This time of the year is generally reserved for preseason predictions, so can Ohio State head coach Thad Matta return his program back to prominence? Well, the simple answer is yes, but it’s more complex then that simplicity.
If you look at the totality of Matta’s tenure at Ohio State, he’s accomplished as much or surpassed his predecessors in certain respects. Heading into his 12th season as the coach his overall wins and losses stands at a 320-108 record, with an astonishing .748 winning percentage. He’s also led them to nine NCAA Tournament berths and five Big Ten regular season titles.
So why did his entire 2015 recruiting class transfer, or better yet, why has he yet to reel in a NCAA Championship? These questions can be considered subjective because many have their own theories, speculations and so on, but the questions cloud the program.
There are a few schools you could count on one hand that have a long and rich history and in college basketball the Buckeyes have been a to-rated team in the Matta era.
Taking that into consideration, it’s puzzling to understand why Matta has generally struggled to recruit top players like a top program, especially away from the Midwest, with Greg Oden, Mike Conley and D’Angelo Russell being exceptions.
Aaron Craft and Jared Sullinger were a part of one of Matta’s two most iconic Buckeyes teams, who are Ohio-born players. Other notable players like Evan Turner, who’s from Chicago, and Deshaun Thomas, who’s from Indiana, were players attainable in terms of proximity.
From the outside looking in you could say that Matta just endured one of his toughest recruiting challenge in convincing the Louisville, Kentucky product Russell to leave his hometown, by not signing with neither Kentucky or Louisville.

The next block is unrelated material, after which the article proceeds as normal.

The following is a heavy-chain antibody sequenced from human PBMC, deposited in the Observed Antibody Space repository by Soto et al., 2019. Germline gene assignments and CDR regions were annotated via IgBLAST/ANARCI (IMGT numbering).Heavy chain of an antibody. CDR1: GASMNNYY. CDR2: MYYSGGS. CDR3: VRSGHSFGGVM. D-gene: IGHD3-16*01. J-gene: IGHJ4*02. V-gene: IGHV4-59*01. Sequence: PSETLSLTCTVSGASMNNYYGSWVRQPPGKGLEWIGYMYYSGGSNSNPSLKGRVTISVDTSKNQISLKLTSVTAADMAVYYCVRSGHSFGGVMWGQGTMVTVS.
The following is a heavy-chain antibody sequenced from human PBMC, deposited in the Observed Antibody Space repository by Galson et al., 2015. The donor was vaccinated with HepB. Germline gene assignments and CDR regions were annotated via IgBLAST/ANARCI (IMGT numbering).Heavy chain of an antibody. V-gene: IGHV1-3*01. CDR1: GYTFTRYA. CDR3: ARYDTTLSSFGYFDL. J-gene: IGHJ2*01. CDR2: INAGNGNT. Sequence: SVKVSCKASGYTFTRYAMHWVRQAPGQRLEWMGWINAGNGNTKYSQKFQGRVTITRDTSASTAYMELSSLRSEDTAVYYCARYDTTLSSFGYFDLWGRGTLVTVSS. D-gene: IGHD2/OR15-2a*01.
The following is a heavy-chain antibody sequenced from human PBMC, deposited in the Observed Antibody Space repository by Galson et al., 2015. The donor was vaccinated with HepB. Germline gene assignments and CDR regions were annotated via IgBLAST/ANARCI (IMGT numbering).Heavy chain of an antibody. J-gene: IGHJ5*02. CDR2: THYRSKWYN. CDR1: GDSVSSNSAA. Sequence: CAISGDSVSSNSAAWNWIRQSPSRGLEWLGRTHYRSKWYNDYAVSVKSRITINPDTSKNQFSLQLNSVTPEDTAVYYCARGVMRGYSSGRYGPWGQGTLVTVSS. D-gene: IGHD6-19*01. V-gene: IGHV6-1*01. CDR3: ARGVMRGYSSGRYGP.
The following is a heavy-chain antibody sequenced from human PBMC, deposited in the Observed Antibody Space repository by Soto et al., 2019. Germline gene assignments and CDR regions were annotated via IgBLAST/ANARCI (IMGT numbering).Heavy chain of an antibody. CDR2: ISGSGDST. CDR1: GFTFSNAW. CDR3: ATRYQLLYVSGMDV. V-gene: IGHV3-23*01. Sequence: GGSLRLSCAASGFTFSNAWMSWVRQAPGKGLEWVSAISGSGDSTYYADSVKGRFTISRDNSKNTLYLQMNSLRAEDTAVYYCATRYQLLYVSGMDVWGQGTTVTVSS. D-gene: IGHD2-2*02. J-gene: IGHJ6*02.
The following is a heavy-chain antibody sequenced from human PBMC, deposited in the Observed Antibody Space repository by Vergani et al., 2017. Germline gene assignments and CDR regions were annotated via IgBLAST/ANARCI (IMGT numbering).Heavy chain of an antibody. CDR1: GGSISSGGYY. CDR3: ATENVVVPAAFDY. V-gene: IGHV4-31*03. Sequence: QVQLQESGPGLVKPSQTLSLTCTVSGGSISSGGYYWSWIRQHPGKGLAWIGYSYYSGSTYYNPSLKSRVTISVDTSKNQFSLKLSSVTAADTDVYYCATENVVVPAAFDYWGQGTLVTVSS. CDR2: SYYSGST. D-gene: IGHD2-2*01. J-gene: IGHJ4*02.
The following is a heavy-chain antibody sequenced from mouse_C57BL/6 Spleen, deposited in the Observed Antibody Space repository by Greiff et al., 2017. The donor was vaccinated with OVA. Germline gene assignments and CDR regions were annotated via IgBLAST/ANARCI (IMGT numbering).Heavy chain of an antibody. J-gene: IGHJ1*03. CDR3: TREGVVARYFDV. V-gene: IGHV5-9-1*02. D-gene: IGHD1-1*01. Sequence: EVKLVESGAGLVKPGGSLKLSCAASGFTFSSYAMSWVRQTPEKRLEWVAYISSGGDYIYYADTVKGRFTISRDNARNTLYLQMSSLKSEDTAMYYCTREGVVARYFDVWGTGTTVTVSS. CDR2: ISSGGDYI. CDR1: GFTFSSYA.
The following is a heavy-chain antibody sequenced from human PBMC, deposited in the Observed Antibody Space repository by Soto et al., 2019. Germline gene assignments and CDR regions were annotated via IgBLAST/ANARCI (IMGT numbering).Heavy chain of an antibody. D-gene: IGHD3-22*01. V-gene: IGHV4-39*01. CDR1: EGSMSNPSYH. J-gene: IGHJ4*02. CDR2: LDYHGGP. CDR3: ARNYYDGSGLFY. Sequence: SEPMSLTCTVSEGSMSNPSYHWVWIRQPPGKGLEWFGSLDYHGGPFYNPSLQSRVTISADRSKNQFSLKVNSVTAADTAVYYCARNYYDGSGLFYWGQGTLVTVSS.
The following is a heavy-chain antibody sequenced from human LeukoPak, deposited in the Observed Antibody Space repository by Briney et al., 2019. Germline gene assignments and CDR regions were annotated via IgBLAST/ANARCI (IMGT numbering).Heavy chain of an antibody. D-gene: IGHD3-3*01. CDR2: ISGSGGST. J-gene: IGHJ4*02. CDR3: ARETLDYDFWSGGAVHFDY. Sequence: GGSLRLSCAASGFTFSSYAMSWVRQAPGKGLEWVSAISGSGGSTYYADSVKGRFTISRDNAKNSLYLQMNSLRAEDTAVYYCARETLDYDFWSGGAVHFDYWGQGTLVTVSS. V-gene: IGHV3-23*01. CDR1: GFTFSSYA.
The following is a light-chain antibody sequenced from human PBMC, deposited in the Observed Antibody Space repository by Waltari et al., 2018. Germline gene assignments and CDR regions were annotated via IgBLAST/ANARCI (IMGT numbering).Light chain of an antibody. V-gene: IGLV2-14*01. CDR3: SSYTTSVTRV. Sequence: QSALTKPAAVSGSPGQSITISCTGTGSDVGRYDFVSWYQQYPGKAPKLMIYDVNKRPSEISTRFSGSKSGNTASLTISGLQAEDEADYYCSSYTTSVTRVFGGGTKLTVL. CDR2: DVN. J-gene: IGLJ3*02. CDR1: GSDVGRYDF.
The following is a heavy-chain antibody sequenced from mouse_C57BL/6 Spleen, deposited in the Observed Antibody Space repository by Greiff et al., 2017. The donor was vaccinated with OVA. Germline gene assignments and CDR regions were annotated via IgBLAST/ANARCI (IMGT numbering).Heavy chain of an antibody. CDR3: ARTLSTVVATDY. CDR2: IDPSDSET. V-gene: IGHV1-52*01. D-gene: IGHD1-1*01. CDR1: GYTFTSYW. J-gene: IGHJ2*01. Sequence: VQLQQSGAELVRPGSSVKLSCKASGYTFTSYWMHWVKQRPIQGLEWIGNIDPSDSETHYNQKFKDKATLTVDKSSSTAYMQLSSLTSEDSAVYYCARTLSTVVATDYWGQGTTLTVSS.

The main theme with all of these players is that they were ESPN 100 prospects, except for Craft, but we know the outcome. Even guys like Kosta Koufos, Jon Diebler, Daequan Cook, David Lighty, Lenzelle Smith Jr., Dallas Lauderdale, Sam Thompson and a few others were highly rated prospects.
Just to give some context, in this recent 2016 class he only landed one top 100 prospect in power-forward Derek Funderburk, who cracked the top 70 on ESPN.
So again I ask, what made his entire 2015 class besides JaQuan Lyle depart? Were those transfers just a shocking set of events that happened or was there something deeper to it? I’ll go with the latter because with the way he and his staff have attacked recruiting, this seemed bound to happen eventually due to the circumstances the program finds themselves in.
It’s following a recurring theme of landing one or two big time players every few years and trying to ride that wave, but what happens when a guy like Russell decides to enter the NBA Draft— sometimes staying loaded like a Duke or Kentucky is not a bad option.
There must be consistency in recruiting to make the Buckeyes a legitimate perennial NCAA title contender again. The reality is the last time they made the NCAA Championship was the 2006-07 season where they had one of the most loaded and talented rosters, featuring plenty of depth that you cannot build if your team is full of freshmen or one-and-dones.
Matta and his staff must revisit their own blueprint to success because it’s working for other programs and it’s the missing piece to the Ohio State postseason puzzle.